There is a way to apply the filter rules to previous traffic data by adding a new segment to the default, unfiltered view. To do this, go to the admin screen and click ‘Segments’ under the ‘View’ menu. Click the ‘+ New Segment’ button to add a new segment to the unfiltered view and follow these steps:

  1. Give the segment a name in the box at the top of the page
  2. Click ‘Conditions’ in the left column and make sure the first row reads: ‘Filter Sessions Include’ by selecting the correct items from the dropdowns
  3. In the second row, select ‘Hostname’ and ‘matches regex’ from the first two dropdowns
  4. In the text box, copy and paste in your hostnames from Step 3
  5. Click the ‘+ Add Filter’ button to add a second filter
  6. In the second filter box that appears, make sure the first row reads: ‘Filter Sessions Exclude’ by selecting the correct items from the dropdowns
  7. Select ‘Source’ and ‘matches regex’ from the first two dropdowns in the second row
  8. Copy and paste the following into the text box:
    (brateg|budilneg|buketeg|bezlimitko|biteg|boltalko|begalka|alfabot|arendovalka|bank\-rot|abcdefh|aptechko|bukleteg|abc)\.xyz|(magnet\-to\-torrent|torrent\-to\-magnet)\.com|(baixar|descargar)\-musica|wordpress(\-start|\-crew)|uptime(robot|bot|check|\-alpha|\.com)|vitaly|sharebutton|semalt|ranksonic|share\-button|anticrawler|timer4web|free\-video\-tool|responsive\-test|dogsrun|fix\-website\-er|dailyrank|sitevaluation|seo\-2\-0\.|99seo|top10\-way|(videos|buttons)\-for\-your|best\-seo\-(solution|offer)|buttons\-for\-website|profit\.xyz|dbutton|keywords\-monitoring|platezhka|7makemoney|forum69|kings\-analytics|checkpagerank|pr\-cy\.ru|\-\-(production|website|sale)\.com|(audit|dollars|success|top1|amazon|commerce)\-seo|free\-video\-tool|datract|hacĸer|ɢoogl|slifty\.github|\-liar.ru|3\-letter\-|rencer\.ru|oldfaithfultaxi|christopherlane|hollywoodweeklymagazine|losangeles\-ads
  9. Click the ‘Or’ button to add a second rule
  10. Select ‘Language’ and ‘matches regex’ from the first two dropdowns
  11. In the text box, copy and paste the following:
    \s[^\s]*\s|.{15,}|\.|,|^c$
  12. Click ‘Save’ to save the segment.

The end result should look something like this:

Adding Segments In Google Analytics

Now, whenever you are viewing a report and thinking about how to block referral traffic in Google Analytics, you can add this segment to the current view to filter out the spam visits on traffic data in the past. In time, the new filters will do this for you, so you won’t need to use the segment from this point onwards.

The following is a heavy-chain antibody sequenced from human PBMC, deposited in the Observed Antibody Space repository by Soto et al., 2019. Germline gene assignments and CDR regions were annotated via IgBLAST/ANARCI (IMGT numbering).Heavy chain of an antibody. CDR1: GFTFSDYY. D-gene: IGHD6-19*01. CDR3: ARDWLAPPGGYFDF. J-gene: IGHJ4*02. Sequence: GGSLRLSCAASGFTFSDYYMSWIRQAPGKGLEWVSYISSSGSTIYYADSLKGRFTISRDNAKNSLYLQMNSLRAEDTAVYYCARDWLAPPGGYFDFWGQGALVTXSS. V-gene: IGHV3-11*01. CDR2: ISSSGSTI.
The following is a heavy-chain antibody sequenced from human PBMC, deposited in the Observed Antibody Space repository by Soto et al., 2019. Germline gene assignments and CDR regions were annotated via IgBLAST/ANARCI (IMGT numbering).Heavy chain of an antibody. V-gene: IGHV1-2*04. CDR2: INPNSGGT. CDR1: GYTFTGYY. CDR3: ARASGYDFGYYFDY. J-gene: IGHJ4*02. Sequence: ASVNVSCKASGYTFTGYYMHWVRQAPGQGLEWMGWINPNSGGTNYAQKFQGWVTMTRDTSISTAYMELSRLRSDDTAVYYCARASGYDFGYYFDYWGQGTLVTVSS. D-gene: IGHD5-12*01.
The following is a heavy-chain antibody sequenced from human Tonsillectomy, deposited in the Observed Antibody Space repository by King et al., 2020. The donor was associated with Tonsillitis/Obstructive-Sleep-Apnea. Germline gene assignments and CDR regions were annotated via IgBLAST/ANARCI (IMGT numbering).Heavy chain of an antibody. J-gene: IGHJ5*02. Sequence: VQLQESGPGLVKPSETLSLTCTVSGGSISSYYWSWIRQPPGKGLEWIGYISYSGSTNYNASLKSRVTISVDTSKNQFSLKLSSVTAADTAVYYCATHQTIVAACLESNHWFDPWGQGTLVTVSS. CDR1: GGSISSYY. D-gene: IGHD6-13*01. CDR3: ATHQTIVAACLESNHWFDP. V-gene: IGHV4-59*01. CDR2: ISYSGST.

Give Your Feedback On Removing Referral Spam From Google Analytics

I hope you found this article on removing referral spam from Google Analytics helpful. The steps above is the exact process that we follow for all our own clients, so if you are already investing in one of our SEO Packages, you can rest assured that this work has already been carried out on your site. If you are not already a client of ours and would like us to implement all of the above for you, then get in touch with us so we can help.

As new spam sites are found, I will update this article with new filter patterns, so do check back regularly. Also, do leave us your comments below if you find that you are still getting referral spam in Google Analytics after implementing all of the above, so I can investigate and make any needed tweaks to these filters.

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Update: 19th April 2017

In this update, we have added some additional code to the above filters, as per the following:

  • Bot traffic has recently been detected that is labelling languages with the letter ‘C’. This has now been added to the language filter above.
  • A couple of new crawlers have been found, which have now been added to the crawler filters above.

There has also been a new form of spam detected that is a mixture of crawler and ghost spam. As the spammer is using some valid referral names, you will need to add a new filter for Page Title Spam. To do this, add a new filter following the same steps as your crawler spam filters, but change ‘Campaign Source’ to ‘Page Title’ and use the following expression: google\-liar|whitehouse\.gov|life\.ru|vice\.com|vc\.ru. Remember to add a segment for this new filter if you wish to apply this to historical data.

Update: 31st May 2017

In this update, we re-built all of the above filters to make them shorter and to protect against 5 new crawlers that have been detected. This has also involved adding a 3rd Crawler Spam filter, details of which are above. This new filter has already been added to the segment code above if you wish to remove the spam from historical data as well.

Update: 22nd June 2017

In this update, we re-built all of the above filters to make them shorter and to protect against 10 new crawlers that have been detected. This has also involved adding a 4th Crawler Spam filter, details of which are above. This new filter has already been added to the segment code above if you wish to remove the spam from historical data as well.

Michael is a successful entrepreneur with a strong background in all areas of web development, online marketing, graphic design and IT. As the current owner of Improve Position, as well as a small range of other related businesses, Michael's enthusiasm shines through with his passion to help others understand and succeed in the world of online business marketing.

Leave Us Your Comments
  • Hi, Michael — thanks for visiting my blog and leaving a comment to check out this post. You have a very thorough post here on the topic of referral spam! Great tips. I’ll share on my social. Cheers!

    • Hi Stacy. Thanks for taking the time to pop by, have a read and leave a comment…much appreciated. Really hope people are finding this useful. If you need any assistance in setting this up, either for yourself or clients, just let me know. I have some updates to make to the filters this month, so will add them in shortly. You can signup to my newsletter to get notifications of when these filters are improved further as well. Thanks again, Michael.